But as the team looked at the entire region, the data began to reveal a spectacular sight. The African giant blob, 2,900 kilometers below the surface, grows up from its middle to form a “trunk,” reaching a depth of 1,500 kilometers. The top of the trunk, dubbed the cusp, appears to grow thick branches of hot matter from its western and eastern extremities. These grow diagonally upward until they reach a depth of 1,000 to 800 kilometers; at this point, the tops of these branches sprout vertically rising thin branches.

One of these thin branches reaches the underside of hyper-volcanic Réunion. Around 3,000 kilometers northwest, another diagonal branch stretches to East Africa, a region awash with volcanism and which prior seismic work has found to be home to one or perhaps two mantle plumes.

But there was a problem: this structure was difficult to reconcile with the laws of thermodynamics.

Plumes, being so hot and buoyant, rise quickly — at 10 times the speed of other mantle migrations, including the movement of plates. “The plumes are so quick. You don’t have time to tilt them” as they ascend, said Goes.

Tsekhmistrenko, Sigloch and company agree: Plumes rise straight up. The tree structure, then, is evidence for a more complex process going on in the mantle.

Here’s how they think it works: The African blob — including the trunk and cusp — gets heated by the core. The eastern and western peripheries of the hot cusp, surrounded by a large proportion of relatively cooler ambient mantle material, are considerably buoyant. Eventually, an 800-kilometer blob pinches off from each end; both rise vertically for tens of millions of years. Eventually, they reach the shallow boundary between the dense lower mantle and the less dense upper mantle. There, they spread out laterally. Several tails sprout off the top of them and rise vertically, forming those narrow towers classically referred to as plumes.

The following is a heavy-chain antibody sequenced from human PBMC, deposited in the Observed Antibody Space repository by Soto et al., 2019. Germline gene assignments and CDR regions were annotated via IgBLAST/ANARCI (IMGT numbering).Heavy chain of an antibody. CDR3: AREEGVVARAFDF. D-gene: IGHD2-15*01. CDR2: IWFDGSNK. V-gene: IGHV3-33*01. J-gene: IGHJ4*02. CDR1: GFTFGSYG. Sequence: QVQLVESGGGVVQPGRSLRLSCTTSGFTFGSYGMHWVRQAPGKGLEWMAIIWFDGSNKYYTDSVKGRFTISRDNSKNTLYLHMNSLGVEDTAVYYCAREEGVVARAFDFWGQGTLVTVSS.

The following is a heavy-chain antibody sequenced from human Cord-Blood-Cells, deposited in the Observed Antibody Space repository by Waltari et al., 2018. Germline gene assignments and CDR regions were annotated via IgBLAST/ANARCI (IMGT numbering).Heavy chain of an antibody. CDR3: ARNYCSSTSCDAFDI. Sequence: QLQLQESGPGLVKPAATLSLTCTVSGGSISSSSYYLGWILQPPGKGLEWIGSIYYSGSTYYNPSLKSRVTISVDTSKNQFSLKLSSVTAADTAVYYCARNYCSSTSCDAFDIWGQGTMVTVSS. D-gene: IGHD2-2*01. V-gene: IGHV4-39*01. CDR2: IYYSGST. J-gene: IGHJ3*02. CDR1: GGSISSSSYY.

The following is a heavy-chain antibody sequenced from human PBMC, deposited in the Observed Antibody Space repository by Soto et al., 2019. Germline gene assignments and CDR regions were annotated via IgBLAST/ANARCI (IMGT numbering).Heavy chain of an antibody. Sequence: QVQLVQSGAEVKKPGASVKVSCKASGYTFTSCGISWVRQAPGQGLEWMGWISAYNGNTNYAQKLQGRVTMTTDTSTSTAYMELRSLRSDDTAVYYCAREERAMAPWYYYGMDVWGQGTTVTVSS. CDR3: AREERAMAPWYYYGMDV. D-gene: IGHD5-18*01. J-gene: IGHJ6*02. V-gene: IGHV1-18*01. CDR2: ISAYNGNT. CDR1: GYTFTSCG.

Meanwhile, as one of these two sub-blobs rises toward East Africa and one rises toward Réunion, the eastern and western extremities of the cusp — now closer to its middle — produce two new blobs, which also rise straight up. Since they leave later and are positioned to the lower right and lower left of the East African and Réunion blobs respectively, they resemble diagonal, interconnected branches. In reality, they are separate blobs, all rising vertically.

Independent scientists have largely applauded the research. Classically, the problem with imaging plume structures in high resolution is a lack of seismic data. Not so this time, said Rychert, “because they had this amazing experiment in the Indian Ocean,” one that gorged itself on a smorgasbord of seismic waves.

Combining the data from the giant array with additional seismic data sets proved instrumental, as it allowed the team to precisely resolve an entire swath of the mantle, from its greatest depths to its highest reaches. “In terms of the seismology, it is a step forward,” said Carolina Lithgow-Bertelloni, a geophysicist at the University of California, Los Angeles. “In that sense, I think it’s great.”

The tree structure is “an intriguing observation,” said Fitton, and the team’s model of how it branches up from the core is “quite a clever idea.” But he cautions that their precise model for what’s going on in the mantle is just one of several possible interpretations of what is happening. “I think that’s a really cool idea,” said Rychert. “I don’t know if it’s the right idea, but it’s cool.”

“Seismic tomography is a snapshot of today,” said Lithgow-Bertelloni. Taking snapshots of present-day structures and speculating on how they formed over millions of years, and how they will continue to evolve, is rife with uncertainty, she cautions.